I've been hearing a lot about this magical environment just lately. A place where applications are always available, can be seamlessly scaled and provide high availability. It's the greenest computing ever and all of your apps are belong to us.
Well I can now say at least I've investigated it and I wouldn't jump ship just yet. The price for all this is that you are likely to get stung by hefty development costs and you may end up tied into proprietry systems that could end up costing more than you expect.
Take for example Googles App Engine which I have thoroughly enjoyed playing with. To do anything useful with it I'm going to have to learn Python or Java. Since cron jobs are likely to be useful that choice is further limited to Python. While I have nothing against learning Python, it's important to remember that I've spent the past 10 years programming in PHP and it is apparently still the most popular Apache module. I know PHP well and I like it. Python, while not being quite as picky as Java has some unusual quirks about indenting sections of code. This means that not only am I restricted by choice of language, but further almost restricted to their choice of text editor until I understand this quirk. Not only that, but I am also faced with non-relational databases. Still at least Google lets developers have a go at all this for free, unlike their competition.
Oddly enough Microsoft Azure and Amazons EC have both set their price for a minimal system at $0.12 per hour. That sounds cheap when compared to the cost of a server and someone to look after it. The trouble is, you don't actually understand what you get for that $0.12 because looking at Azure pricing (here) suggests you will pay more for having a database, and then pay more for each GB of data you pass into or pull from this magic cloud. For this sum of $1051.2 ($0.12x24x365) you will get an amazing 1.6GHz driven VM with 1.75GB of memory and 225GB of internal storage. If you listen carefully you can just hear the server admin guy you just fired still laughing. Even louder as they hear the competition wants your credit card details before you get anywhere near uploading your precious applications.
Lets see how this compares with the server in the next room to me though. The equivalent of my dual processor xeon equipped server would be the large offering (4x1.6GHz processors, 1TB storage and 7GB memory - ok so the memory is more than our 4GB). How much would this system cost? Well it's $0.48 per hour or ($0.48x24x365)=$4204.80 per year. Add the fact that we have a database on it which is we'll guess slightly smaller than 5GB (that's an extra $49.95/month x 12) which costs us an extra $599.40. We typically backup our server every week as users like a bit of storage security and our data backups are typically 60GB. We'll be generous with knocking off the system files though and say that's 10GB which is not our data and wouldn't be transferred (we hope). So the transfer cost is 50GB per week for 52 weeks. Thats (50x0.15x52) or $390. This is just transferring data from their storage to ours though so we have to pay for their storage space too. If the data is 50GB backed up, it's likely to be around 80GB uncompressed. So for storage we also have to pay (80x$0.15x12=) $144. So far we're up to $5338.20 per year and that's before we've factored in any developer costs involved with migrating to cloud technology. Once we start adding in developers and consultants it could become really expensive, really quickly.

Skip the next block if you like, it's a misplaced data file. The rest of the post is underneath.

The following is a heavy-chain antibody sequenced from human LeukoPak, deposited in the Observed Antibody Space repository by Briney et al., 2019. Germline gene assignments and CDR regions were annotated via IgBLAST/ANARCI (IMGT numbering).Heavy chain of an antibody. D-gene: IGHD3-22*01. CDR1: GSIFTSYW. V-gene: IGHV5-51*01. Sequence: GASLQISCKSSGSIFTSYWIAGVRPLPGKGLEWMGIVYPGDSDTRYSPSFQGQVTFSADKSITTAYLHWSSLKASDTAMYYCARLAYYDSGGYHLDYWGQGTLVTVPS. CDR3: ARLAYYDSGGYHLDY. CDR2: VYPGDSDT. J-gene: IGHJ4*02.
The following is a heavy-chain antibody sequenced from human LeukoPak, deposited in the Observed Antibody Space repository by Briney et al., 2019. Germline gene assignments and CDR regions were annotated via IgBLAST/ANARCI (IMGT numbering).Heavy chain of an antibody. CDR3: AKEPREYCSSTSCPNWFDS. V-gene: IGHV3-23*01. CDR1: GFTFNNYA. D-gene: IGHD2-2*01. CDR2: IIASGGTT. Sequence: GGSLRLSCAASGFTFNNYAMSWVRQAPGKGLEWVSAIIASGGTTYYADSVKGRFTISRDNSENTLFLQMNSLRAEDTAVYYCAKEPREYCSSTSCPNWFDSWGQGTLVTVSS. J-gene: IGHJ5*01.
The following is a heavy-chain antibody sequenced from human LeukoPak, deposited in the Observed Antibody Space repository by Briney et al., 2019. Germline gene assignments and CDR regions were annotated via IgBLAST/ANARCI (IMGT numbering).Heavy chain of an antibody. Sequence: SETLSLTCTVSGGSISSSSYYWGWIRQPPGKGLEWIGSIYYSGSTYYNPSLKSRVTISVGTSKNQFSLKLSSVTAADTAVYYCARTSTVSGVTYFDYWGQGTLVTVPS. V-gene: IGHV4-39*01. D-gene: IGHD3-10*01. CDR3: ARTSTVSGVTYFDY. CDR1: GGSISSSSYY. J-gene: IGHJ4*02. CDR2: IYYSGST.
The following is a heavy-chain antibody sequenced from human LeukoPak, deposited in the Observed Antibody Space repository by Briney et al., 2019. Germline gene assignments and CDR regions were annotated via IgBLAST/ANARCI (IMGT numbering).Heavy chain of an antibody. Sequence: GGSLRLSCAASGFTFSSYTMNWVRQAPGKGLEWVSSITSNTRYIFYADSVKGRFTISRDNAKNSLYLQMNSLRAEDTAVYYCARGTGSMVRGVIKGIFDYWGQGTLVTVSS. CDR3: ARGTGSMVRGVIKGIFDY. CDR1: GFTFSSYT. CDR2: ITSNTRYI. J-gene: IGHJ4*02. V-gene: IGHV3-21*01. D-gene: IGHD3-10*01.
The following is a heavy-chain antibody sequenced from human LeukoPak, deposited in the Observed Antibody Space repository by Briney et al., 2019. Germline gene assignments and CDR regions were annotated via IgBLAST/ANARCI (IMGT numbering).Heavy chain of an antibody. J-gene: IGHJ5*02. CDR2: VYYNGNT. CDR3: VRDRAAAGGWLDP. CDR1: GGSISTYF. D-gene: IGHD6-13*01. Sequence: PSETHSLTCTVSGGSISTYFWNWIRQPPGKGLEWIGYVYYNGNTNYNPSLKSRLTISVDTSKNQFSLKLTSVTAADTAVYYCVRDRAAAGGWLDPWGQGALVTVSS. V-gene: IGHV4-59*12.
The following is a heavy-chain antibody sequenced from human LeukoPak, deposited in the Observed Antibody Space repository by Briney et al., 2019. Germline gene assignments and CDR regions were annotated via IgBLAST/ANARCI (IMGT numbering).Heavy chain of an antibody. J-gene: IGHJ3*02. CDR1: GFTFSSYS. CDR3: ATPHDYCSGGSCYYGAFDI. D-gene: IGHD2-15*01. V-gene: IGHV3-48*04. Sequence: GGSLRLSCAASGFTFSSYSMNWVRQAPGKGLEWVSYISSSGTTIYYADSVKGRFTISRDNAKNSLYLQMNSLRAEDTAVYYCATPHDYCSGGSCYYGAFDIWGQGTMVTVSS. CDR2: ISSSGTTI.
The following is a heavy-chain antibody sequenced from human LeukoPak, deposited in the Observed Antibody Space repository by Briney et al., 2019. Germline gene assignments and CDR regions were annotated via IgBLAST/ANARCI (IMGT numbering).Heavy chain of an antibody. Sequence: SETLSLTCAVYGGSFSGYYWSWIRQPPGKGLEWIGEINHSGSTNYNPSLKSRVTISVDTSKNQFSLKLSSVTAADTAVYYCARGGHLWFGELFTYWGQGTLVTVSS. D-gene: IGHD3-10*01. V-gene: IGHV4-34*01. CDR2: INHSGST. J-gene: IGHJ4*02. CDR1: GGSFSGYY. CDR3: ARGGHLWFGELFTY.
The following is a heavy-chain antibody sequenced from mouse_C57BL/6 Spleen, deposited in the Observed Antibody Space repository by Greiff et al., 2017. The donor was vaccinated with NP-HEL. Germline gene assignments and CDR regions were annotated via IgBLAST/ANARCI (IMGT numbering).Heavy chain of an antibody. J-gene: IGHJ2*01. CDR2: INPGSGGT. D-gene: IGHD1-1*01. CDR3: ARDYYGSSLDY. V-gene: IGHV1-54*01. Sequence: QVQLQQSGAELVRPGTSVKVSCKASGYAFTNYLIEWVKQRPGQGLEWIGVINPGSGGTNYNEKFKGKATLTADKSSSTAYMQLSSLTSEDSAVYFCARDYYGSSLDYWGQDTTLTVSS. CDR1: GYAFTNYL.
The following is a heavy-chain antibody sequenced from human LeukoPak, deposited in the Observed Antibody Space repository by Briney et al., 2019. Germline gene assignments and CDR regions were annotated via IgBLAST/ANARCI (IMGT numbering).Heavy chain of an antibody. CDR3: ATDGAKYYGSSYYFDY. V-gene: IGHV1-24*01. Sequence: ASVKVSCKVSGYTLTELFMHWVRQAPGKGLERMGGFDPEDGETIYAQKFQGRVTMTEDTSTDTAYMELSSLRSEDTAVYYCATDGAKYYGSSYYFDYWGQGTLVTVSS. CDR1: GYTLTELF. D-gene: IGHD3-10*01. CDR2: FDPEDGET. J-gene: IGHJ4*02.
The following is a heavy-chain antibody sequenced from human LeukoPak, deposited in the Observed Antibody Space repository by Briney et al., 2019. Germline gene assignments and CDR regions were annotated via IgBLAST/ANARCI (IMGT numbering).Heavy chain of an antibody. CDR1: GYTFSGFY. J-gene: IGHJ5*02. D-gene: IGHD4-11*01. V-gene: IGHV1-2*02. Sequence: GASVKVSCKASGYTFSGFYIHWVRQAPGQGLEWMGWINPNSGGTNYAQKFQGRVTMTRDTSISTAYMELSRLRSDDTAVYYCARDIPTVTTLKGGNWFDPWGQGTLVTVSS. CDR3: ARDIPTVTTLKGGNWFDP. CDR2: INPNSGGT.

Oddly enough though, once you have everything online you're still going to need to give people access to it. How will they access your data? By this I mean the people in your company who utilise your data. In my workplace most people have a PC on their desk. Move all the server-side content over to the cloud and guess what - people still need a PC on their desk to access it. All you've done is released into the world a wild and grumpy admin who probably knows more about your business systems and data structures than you do. Not the wisest of moves to downgrade him to a desktop support role then. Also you have to look at how similar this is to outsourcing your helplines to foreign call centres. Yes you've saved some money for what started out as a great service, but how will it compare when more people jump on the bandwagon and the prices rise? What when your customers start complaining that the service they get is not what they expected?
The whole consultancy process alone is likely to wipe-out your IT budget at the moment as the consultant may only be there for 3-6 months (just long enough to really make a cobblers of it) but what are you paying them compared to your server admins? To really test out the new service, why not try calling the consultant at 2am with a critical problem and check out how they react. The developers likewise may be eager to get on-board but it's such a new concept that any worth their salt will be charging higher rates than conventional developers right now. Yeah you can buy a TV... or you can buy this new 3D TV and a limited amount of 3D ready films. See the comparison?
So I may already be a dinosaur but if my server dies I had the sense and good fortune to request a second for development (or spares). It may not be as quick to restore but since there are 365 days in a year, one lost half-day of service still gives an uptime of 99.86%. I can make that even higher if I use the second server to test out the backups. Of course I may return to this topic in 6 months time and completely change my oppinion on the subject. By that time I may be a fully-fledged cloud developer if I continue tinkering with this latest toy Google have given me access to.